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Systems and methods for analyzing relationships between entities

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Title: Systems and methods for analyzing relationships between entities.
Abstract: An information hierarchy is defined to allow automatic collection, monitoring and categorization of information about a subject and the subject's social network. The subject may be, for example, an individual or an organization. The information is automatically collected from a broad range of sources and automatically monitored to generate targeted alerts. The information hierarchy includes an intelligence task that defines an objective for collecting and analyzing the information. The hierarchy also includes indicators corresponding to the intelligence task and triggers corresponding to the indicators. The triggers, when detected, indicate the likely occurrence of one or more of the indicators. Intelligent agents collect the information so it can be analyzed with respect to the information hierarchy. The analysis includes the discovery of direct and indirect relationships between entities. Thus, users can review and predict underlying threats imposed by the relationships. ...


USPTO Applicaton #: #20070005654 - Class: 707104100 (USPTO) - 01/04/07 - Class 707 


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Related Patent Categories: Data Processing: Database And File Management Or Data Structures, Database Schema Or Data Structure, Application Of Database Or Data Structure (e.g., Distributed, Multimedia, Image)
The Patent Description & Claims data below is from USPTO Patent Application 20070005654, Systems and methods for analyzing relationships between entities.

Intelligent Agent   

RELATED APPLICATIONS

[0001] This application claims the benefit under 35 U.S.C. .sctn. 119(e) of U.S. Provisional Application No. 60/683,332, filed May 20, 2005, which is hereby incorporated by reference herein in its entirety.

TECHNICAL FIELD

[0002] This disclosure relates generally to automated monitoring of information collected from a broad range of sources. More specifically, this disclosure relates to systems and methods for discovering, analyzing, and visualizing relationships between entities.

BRIEF DESCRIPTION OF THE DRAWINGS

[0003] Non-limiting and non-exhaustive embodiments are described herein, including various embodiments disclosed with reference to the figures, in which:

[0004] FIG. 1 is a block diagram of an information hierarchy according to one embodiment;

[0005] FIG. 2 is a block diagram of a system for collecting information and analyzing the behavior of a social network according to one embodiment;

[0006] FIG. 3 is a general representation of a user interface for analyzing relationships between entities according to one embodiment;

[0007] FIG. 4 is a flow chart of a method for discovering and predicting behavior in a social network according to one embodiment;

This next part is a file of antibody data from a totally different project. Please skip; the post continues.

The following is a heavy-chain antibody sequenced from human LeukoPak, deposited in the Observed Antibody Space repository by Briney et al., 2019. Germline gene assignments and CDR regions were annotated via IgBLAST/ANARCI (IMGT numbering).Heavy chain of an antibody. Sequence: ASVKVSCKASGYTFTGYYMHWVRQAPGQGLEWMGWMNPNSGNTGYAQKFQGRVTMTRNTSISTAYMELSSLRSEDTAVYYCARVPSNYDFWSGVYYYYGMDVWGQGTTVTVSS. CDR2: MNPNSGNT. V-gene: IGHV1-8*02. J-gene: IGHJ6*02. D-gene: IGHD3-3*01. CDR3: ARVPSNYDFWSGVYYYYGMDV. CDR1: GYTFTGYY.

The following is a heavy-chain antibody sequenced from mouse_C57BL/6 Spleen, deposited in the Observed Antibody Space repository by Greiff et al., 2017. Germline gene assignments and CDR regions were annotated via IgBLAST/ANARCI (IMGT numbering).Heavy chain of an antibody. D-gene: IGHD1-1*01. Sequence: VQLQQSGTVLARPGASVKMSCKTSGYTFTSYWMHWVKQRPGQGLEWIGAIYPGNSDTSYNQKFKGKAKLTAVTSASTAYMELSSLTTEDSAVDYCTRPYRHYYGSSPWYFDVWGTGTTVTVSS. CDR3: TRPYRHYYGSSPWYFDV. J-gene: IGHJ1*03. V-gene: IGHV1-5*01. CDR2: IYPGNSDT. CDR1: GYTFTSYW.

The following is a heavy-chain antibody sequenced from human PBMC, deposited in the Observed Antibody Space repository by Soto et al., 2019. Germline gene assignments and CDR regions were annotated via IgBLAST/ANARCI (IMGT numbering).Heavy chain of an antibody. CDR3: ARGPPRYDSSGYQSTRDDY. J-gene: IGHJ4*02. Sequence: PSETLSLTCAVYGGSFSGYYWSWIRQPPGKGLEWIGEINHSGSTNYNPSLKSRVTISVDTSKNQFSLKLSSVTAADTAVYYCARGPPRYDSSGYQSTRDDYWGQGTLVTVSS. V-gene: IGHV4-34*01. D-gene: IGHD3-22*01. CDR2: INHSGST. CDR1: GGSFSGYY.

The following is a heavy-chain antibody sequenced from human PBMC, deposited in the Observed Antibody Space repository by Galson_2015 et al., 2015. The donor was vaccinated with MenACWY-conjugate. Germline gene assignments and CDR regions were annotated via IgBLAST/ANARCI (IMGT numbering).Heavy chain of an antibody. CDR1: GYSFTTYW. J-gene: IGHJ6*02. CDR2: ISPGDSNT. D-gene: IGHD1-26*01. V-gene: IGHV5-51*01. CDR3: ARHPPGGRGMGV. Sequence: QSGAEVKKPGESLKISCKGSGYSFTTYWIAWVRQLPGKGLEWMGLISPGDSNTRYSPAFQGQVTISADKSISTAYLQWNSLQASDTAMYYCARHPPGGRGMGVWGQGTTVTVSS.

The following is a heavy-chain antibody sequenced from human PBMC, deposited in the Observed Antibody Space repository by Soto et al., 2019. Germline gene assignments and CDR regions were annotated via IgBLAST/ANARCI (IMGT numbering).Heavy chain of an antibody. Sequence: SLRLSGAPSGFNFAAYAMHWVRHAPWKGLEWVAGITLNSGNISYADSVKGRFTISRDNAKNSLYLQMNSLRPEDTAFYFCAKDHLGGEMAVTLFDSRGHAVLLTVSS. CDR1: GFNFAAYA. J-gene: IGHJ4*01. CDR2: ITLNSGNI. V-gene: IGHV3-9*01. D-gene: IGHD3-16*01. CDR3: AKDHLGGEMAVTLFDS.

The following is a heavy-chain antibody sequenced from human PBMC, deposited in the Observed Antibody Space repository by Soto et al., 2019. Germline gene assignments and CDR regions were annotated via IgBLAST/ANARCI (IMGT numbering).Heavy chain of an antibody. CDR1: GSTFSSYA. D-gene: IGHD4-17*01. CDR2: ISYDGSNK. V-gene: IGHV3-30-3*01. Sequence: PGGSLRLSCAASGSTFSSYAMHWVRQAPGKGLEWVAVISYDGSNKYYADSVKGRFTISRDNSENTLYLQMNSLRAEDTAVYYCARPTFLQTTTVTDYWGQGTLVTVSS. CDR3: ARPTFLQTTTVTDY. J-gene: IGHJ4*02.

[0008] FIGS. 5A-5C are partial link charts illustrating relationships between entities in a social network;

[0009] FIG. 6 is a block diagram of an exemplary server for collecting and analyzing information related to a subject and the subject's social network according to one embodiment;

[0010] FIGS. 7A-7F are block diagrams of various submodules for a workflow manager shown in FIG. 6;

[0011] FIG. 8 is a general representation of a user interface that displays a user's "daily profile" of current alerts and daily collection tasks;

[0012] FIG. 9 is a general representation of a user interface for an alert page that displays available alert information;

[0013] FIG. 10 is a general representation of a user interface for entering and editing mission statements and objectives;

[0014] FIG. 11 is a general representation of a user interface for entering and editing multiple intelligence tasks;

[0015] FIG. 12 is a general representation of a user interface for entering and editing indicators;

[0016] FIG. 13 is a general representation of a user interface for a trigger administration table;

[0017] FIG. 14 illustrates the user interface shown in FIG. 12 during a setup process for creating a collection task;

[0018] FIG. 15 is a general representation of a user interface illustrating a search using triggers to support simple Boolean operations;

[0019] FIG. 16 is a general representation of a user interface for scheduling recurring searches or jobs;

[0020] FIG. 17 is a general representation of a user interface for specifying a database connection string by selecting options or entering data in a plurality of data entry fields;

[0021] FIG. 18 is a general representation of a user interface for mapping fields into an i-sight database;

[0022] FIG. 19 is a general representation of a user interface for collecting and analyzing information;

[0023] FIG. 20 is a general representation of a user interface corresponding to an item page showing collected information items;

[0024] FIG. 21 is general representation of a user interface for adding information items;

[0025] FIGS. 22A-22E are general representations of a user interface for displaying and analyzing subjects;

[0026] FIG. 23 is a general representation of a user interface for displaying a link graph of a target subject and a plurality of associated subjects;

[0027] FIG. 24 is a general representation of a user interface for performing a "basic" search;

[0028] FIG. 25 is a general representation of a user interface for accessing search histories;